6. Bloggie, Stoatie,

    Thanks for the imput, I will have another look tonight regarding what needs to be done.

    It did also occur to me that neck thickness may be an issue; the reloads are HXP (89) brass which on first sight do appear to look thicker that my once fired Privi.
     
  7. ugly

    ugly LE Moderator

    HXP Hellenic explosives factory are thicker, there were made originally to an MoD contract as RG had ceased production and supplies were at Risk for the cadet forces. The brass is thicker as is most military brass, made to a spec rather than to beat a price if you know what I mean. The chamber may well be a tad tight, tolerances do vary and this may be resolved by cleaning or polishing. Try cleaning before neck turning. If inside neck turning doesnt work then your dies could just require a little resetting. I have found even with rimless rounds if you resize to allow rounds to be a gnats nudge of the lead then you can be quite tight in another chamber of the same calibre. I have now to reset all my dies as they were all custom set for rifles and now I tend to go through rifles a lot more. Crimping is a subject of its own and you may find difficulties with neck tension when you change brasss if you dont have a small uniform crimp regardless of bullet. I fing its easier to have some than none especially if you end up with lead seated bullets and have to unload. It can jam the bullet and get messy!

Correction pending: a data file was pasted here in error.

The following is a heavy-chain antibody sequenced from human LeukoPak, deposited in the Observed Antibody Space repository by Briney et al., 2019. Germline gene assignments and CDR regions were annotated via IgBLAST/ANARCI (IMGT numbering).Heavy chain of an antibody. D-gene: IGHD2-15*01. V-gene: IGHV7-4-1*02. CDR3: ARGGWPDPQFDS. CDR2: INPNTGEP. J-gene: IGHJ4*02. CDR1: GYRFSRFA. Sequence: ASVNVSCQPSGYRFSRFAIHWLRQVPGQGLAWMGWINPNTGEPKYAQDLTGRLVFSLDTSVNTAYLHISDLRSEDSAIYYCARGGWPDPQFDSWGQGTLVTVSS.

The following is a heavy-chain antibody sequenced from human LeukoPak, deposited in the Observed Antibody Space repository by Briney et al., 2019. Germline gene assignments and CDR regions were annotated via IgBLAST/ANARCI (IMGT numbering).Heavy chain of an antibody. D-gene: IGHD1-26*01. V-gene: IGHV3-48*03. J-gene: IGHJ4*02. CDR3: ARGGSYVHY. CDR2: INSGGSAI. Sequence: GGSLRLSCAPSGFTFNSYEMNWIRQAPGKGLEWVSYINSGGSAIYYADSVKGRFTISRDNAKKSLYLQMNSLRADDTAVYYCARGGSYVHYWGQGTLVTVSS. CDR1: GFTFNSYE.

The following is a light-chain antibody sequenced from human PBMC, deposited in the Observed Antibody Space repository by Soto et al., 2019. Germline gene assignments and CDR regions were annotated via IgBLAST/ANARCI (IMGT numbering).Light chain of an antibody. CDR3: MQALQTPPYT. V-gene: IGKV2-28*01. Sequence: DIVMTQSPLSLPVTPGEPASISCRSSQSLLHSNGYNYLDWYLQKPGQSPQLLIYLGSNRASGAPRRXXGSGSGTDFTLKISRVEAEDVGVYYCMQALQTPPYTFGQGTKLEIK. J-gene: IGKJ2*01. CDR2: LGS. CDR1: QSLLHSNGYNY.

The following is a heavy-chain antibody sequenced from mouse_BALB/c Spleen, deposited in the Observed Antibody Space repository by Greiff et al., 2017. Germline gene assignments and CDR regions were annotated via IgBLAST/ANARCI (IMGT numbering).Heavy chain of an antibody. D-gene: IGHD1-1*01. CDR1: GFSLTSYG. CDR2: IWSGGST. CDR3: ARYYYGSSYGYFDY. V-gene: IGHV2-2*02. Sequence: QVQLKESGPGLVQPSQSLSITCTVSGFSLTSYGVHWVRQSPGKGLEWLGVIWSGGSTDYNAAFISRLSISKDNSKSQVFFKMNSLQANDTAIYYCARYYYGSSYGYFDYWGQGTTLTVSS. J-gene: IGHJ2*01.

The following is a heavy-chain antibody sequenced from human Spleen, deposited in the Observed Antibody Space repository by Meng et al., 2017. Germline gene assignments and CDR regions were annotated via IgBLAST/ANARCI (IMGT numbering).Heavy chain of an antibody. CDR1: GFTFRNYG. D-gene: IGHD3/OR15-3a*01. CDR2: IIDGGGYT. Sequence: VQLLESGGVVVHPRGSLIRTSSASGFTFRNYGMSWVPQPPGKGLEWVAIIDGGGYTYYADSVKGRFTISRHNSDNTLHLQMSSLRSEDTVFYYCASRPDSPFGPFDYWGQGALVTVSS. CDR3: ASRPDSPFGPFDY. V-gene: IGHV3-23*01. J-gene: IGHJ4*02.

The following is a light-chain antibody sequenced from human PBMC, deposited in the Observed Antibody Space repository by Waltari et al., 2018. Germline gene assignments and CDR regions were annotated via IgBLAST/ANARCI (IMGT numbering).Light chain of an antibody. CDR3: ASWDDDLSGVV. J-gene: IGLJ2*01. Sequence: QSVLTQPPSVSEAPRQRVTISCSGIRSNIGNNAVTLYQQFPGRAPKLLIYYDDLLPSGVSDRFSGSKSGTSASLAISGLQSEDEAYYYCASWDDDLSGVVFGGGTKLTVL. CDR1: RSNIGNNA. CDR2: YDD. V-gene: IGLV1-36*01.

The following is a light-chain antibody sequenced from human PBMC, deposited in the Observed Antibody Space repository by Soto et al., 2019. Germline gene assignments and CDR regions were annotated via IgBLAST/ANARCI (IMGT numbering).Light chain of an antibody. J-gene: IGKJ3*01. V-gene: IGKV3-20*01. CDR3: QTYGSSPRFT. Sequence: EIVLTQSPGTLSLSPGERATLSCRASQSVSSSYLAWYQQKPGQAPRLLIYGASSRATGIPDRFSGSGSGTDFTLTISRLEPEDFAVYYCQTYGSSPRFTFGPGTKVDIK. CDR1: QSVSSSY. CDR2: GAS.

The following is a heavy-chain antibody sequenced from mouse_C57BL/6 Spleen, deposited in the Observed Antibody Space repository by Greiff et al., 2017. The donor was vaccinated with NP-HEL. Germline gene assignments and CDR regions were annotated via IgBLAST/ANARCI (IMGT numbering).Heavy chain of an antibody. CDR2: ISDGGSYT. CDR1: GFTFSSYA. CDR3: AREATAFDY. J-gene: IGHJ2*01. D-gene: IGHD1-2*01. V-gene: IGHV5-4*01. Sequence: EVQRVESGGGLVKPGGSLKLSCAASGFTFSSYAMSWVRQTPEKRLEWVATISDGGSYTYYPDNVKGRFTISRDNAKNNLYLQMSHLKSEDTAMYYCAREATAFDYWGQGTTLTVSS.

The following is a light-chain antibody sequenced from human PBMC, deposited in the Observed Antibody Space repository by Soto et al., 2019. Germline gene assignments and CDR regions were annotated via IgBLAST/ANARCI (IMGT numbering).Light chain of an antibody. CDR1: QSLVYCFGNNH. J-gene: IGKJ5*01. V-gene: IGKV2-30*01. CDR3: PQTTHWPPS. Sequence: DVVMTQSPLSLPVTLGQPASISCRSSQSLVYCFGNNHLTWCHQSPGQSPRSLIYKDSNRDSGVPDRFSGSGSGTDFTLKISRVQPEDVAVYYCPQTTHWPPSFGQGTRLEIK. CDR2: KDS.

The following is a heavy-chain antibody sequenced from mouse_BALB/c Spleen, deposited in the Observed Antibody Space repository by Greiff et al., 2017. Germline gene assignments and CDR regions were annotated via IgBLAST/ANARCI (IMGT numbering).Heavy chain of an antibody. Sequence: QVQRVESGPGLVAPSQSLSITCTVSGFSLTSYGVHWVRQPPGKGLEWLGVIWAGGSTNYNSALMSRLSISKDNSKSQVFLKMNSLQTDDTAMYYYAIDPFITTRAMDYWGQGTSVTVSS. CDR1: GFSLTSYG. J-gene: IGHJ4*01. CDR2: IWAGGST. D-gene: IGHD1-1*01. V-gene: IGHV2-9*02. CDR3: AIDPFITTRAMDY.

8. If its a 1935 match barrel, are you sure that its actually chambered for standard .303 British - and not one of the "303 magnum" rounds they were using at Bisley that year? I think that was the year they reverted to a .303 case, but were still using one of the Kynoch "Streamliner" bullets (which later became the MkVIII bullet). Maybe the Sierras are slightly larger dia than the Privi bullets ....... (which are themselves copies of MkVIIIs)?
     
  9. ugly

    ugly LE Moderator

    Good call!
     
  10. Barrel is stamped for MkVII Ball.
    I would have preferred something in .303 Magnum as a chum has offered some brass and dies if I find one.
     
  11. Remember that Sierras, Prvis etc are .311", whereas Mark 7 ball is .312”.
     
  12. ugly

    ugly LE Moderator

    Thats an awfully tight tolerance there if it makes that much difference.
     
  13. Oh how I love the arcane world of gun nutters and especially the alchemy involved with the reloading cult! It is reassuring and a reminder that things here cannot be THAT bad if the nuances of neck crimping, cannelures, and the like are being discussed with such ardor around the world. Have I told you about my lovely Dillon Precision Super 1050? I carry its picture in my wallet. ;-)
     
  14. Best not to mention the difficult subject of BPF (Brass Polishing Fetish) in these parts. What somebody gets up to in the privacy of their own shed stays in the shed.
     
  15. Mum's the word (tapping side of nose)